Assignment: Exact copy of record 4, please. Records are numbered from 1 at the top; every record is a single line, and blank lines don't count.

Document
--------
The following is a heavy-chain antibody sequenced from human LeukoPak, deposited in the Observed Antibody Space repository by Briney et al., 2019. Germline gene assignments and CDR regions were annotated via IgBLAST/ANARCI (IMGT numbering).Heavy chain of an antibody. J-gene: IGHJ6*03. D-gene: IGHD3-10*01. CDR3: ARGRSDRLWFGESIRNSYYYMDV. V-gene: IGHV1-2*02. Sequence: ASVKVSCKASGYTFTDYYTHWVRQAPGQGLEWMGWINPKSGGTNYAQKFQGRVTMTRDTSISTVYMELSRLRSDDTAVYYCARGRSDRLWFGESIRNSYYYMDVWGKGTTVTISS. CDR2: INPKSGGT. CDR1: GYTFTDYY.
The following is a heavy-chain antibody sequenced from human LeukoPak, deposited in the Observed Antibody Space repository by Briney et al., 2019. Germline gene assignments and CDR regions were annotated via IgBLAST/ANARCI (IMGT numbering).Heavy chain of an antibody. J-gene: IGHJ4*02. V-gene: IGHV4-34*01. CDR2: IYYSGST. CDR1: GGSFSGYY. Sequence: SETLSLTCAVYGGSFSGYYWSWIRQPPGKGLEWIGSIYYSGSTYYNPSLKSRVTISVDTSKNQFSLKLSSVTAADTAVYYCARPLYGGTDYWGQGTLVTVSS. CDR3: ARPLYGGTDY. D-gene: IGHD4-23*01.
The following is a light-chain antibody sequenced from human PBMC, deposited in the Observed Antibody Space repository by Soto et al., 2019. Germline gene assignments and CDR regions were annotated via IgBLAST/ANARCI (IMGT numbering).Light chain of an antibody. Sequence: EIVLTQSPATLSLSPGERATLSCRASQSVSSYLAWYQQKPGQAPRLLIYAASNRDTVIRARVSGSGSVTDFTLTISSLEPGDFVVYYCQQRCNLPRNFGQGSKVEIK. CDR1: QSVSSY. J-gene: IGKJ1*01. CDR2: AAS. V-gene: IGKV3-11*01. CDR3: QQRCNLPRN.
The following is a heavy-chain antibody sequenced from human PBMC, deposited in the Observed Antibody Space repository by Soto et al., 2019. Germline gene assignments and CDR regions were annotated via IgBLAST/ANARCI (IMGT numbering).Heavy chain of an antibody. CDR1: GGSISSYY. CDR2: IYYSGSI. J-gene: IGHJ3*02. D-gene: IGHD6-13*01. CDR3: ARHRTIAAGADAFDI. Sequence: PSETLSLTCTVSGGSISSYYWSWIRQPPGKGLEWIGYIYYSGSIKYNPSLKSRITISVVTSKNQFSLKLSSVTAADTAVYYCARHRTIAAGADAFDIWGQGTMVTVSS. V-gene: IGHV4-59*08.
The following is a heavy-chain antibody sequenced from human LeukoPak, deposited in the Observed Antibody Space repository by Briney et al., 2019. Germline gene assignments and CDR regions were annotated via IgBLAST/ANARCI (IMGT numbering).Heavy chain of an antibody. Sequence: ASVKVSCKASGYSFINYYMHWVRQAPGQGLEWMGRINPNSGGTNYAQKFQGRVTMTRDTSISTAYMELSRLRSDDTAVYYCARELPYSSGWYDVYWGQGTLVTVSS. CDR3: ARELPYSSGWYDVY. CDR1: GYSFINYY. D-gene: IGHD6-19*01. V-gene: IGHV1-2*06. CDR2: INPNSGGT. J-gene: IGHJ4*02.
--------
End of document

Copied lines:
The following is a heavy-chain antibody sequenced from human PBMC, deposited in the Observed Antibody Space repository by Soto et al., 2019. Germline gene assignments and CDR regions were annotated via IgBLAST/ANARCI (IMGT numbering).Heavy chain of an antibody. CDR1: GGSISSYY. CDR2: IYYSGSI. J-gene: IGHJ3*02. D-gene: IGHD6-13*01. CDR3: ARHRTIAAGADAFDI. Sequence: PSETLSLTCTVSGGSISSYYWSWIRQPPGKGLEWIGYIYYSGSIKYNPSLKSRITISVVTSKNQFSLKLSSVTAADTAVYYCARHRTIAAGADAFDIWGQGTMVTVSS. V-gene: IGHV4-59*08.